Todd Harper, NCUA Chairman.
Agency head underscores impact of certain legislation on credit union industry at Senate hearing.
NCUA Chairman Todd Harper asked the Senate Banking Committee Tuesday to help ensure that Congress enacts legislation that would extend pandemic-related changes to the agency’s Central Liquidity Facility (CLF) along with a separate bill to give the NCUA supervisory powers over credit union third-party vendors.
Harper testified with other prudential banking regulators and, as in past hearings, was subject to far less grilling by senators than the other regulators.
Credit union trade groups and members of the NCUA board have been pushing Congress to add the CLF provisions to end-of-year, must pass legislation, such as the defense authorization bill.
“Notably, the extension of this enhancement comes at no cost to the taxpayer, as scored by the Congressional Budget Office,” Harper told the committee.
He added that without legislation, three out of four credit unions will lose access to the CLF, and “the credit union system’s capacity to address liquidity events will shrink by almost $10 billion.”
Third-Party Vendor Authority
Harper called the lack of oversight powers over vendors a “regulatory blind spot.”
He told the committee that enacting the vendor legislation would provide the NCUA with the same powers as other agencies that supervise and regulate federally insured depository institutions.
“This examination authority is critical given the system’s increased reliance on third-party vendors and credit union service organizations,” he stated.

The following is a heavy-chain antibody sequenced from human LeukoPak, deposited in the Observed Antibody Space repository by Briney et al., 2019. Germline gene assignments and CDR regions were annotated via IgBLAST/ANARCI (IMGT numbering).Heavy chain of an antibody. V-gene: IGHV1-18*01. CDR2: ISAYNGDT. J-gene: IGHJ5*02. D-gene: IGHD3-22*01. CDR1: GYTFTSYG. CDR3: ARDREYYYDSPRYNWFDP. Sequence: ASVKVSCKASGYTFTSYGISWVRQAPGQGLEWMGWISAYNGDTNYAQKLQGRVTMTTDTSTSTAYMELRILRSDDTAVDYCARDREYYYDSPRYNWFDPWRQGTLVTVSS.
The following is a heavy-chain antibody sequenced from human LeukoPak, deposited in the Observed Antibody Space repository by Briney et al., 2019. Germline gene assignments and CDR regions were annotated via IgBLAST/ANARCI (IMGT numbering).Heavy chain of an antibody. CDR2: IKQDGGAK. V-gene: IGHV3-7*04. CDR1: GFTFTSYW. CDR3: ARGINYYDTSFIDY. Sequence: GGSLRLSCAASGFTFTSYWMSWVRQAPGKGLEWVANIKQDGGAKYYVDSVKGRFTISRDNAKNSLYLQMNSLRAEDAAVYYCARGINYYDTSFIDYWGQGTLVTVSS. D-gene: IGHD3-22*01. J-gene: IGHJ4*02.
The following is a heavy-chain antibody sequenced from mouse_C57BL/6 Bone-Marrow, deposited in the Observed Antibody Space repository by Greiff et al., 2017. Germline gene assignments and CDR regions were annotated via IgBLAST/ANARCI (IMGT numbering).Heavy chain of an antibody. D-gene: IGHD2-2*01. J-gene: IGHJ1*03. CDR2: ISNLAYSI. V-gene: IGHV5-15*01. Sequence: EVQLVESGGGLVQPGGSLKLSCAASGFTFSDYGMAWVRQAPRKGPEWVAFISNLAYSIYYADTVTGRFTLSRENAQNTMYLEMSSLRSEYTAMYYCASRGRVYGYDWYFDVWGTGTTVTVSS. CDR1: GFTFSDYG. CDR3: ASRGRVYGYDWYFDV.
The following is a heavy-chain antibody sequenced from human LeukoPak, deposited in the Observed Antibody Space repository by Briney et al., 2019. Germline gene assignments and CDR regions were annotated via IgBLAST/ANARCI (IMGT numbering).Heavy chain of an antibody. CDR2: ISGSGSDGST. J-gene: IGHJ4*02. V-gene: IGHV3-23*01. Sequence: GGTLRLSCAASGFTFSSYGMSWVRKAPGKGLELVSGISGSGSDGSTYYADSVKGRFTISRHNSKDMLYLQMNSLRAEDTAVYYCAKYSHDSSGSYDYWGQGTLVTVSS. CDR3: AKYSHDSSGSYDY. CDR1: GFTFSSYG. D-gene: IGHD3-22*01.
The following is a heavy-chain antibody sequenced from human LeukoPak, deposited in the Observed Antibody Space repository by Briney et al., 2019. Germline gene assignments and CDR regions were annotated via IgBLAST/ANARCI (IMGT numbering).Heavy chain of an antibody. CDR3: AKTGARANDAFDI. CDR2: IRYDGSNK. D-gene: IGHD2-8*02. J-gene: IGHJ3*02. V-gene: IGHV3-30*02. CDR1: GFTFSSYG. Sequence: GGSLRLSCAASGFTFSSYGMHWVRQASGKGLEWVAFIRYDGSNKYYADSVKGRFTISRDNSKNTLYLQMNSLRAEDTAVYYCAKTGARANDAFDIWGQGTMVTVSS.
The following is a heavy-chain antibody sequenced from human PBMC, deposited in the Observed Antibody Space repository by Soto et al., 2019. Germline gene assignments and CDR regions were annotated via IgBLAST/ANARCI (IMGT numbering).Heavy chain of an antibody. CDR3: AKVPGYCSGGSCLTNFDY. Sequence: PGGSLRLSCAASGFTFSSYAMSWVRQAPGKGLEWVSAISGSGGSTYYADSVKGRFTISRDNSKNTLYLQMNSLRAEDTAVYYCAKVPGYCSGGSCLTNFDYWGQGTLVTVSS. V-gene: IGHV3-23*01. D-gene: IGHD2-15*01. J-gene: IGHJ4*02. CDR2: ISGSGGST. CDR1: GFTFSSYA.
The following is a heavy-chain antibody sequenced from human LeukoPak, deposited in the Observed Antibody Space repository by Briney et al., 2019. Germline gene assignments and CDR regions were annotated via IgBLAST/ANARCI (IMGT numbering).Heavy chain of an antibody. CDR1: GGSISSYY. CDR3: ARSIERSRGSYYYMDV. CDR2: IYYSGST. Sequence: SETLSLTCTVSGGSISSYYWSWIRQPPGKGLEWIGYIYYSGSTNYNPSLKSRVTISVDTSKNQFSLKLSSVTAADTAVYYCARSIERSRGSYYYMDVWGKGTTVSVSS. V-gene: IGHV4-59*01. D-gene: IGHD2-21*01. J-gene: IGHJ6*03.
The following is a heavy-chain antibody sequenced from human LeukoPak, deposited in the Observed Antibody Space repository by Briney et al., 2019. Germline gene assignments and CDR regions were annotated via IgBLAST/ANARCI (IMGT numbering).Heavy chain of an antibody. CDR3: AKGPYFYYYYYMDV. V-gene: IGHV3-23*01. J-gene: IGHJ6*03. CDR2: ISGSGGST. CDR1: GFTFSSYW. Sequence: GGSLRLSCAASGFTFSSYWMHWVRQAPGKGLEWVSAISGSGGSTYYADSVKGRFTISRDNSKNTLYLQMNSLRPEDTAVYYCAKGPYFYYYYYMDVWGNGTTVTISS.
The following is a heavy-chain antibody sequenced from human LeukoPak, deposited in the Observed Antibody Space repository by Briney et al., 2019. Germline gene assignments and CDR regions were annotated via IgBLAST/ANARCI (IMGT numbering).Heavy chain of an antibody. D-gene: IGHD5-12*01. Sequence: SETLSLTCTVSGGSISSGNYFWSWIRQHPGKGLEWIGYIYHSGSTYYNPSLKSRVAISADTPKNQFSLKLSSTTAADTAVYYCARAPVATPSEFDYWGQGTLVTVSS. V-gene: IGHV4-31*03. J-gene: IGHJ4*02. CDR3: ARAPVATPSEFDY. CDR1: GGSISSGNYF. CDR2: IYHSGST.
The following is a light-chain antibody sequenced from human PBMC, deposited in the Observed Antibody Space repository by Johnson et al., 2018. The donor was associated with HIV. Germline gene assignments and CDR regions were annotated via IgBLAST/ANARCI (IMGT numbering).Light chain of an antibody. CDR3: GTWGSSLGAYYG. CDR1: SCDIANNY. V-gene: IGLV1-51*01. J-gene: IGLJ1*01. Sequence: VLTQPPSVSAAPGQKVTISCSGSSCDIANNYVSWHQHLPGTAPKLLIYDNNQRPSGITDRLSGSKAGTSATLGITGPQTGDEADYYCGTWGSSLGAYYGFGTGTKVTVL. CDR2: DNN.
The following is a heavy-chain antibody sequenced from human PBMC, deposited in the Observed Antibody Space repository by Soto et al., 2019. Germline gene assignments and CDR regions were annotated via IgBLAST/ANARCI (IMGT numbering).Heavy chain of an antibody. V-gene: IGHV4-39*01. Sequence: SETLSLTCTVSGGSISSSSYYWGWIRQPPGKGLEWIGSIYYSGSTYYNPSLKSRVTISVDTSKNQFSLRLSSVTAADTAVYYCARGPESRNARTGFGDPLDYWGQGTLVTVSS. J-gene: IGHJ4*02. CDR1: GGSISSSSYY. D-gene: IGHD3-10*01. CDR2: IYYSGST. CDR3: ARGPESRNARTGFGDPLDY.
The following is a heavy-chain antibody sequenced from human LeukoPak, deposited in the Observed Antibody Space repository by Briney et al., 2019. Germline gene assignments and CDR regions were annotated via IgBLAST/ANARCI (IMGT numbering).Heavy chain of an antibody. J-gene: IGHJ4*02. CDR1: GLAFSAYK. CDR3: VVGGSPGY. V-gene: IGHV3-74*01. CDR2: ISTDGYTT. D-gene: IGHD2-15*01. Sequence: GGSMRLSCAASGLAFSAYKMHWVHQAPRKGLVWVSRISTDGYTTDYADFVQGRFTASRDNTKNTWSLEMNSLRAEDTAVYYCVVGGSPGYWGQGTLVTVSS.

Response From the Committee
Senate Banking Committee Chairman Sen. Sherrod Brown, D-Ohio, supported the vendor legislation.
“We need to make sure that banks and credit unions can partner with third parties in a way that allows banks to stay competitive without putting consumer money at risk,” he said during Tuesday’s hearing.
In a more lengthy written statement, Harper said that the NCUA continues to review credit union overdraft programs, adding that an over-reliance on overdraft fees could emerge as a safety and soundness issue. Examiners are requesting information about credit union overdraft programs, he noted, and those examinations could be used for a more thorough review of overdraft fees next year.
In an opening statement, Banking Committee ranking Republican Sen. Pat Toomey of Pennsylvania criticized the regulators for “increasingly straying outside their mandate” to tackle political issues.
“The NCUA has also warned that credit unions ‘may need to consider adjustments to their fields of memberships as well as the types of loan products they offer’ because of global warming,” Toomey said.
“Here is the reality: some unelected financial regulators want to accelerate the transition to a lower-carbon economy by misusing their powers to allocate capital away from traditional energy companies,” he added.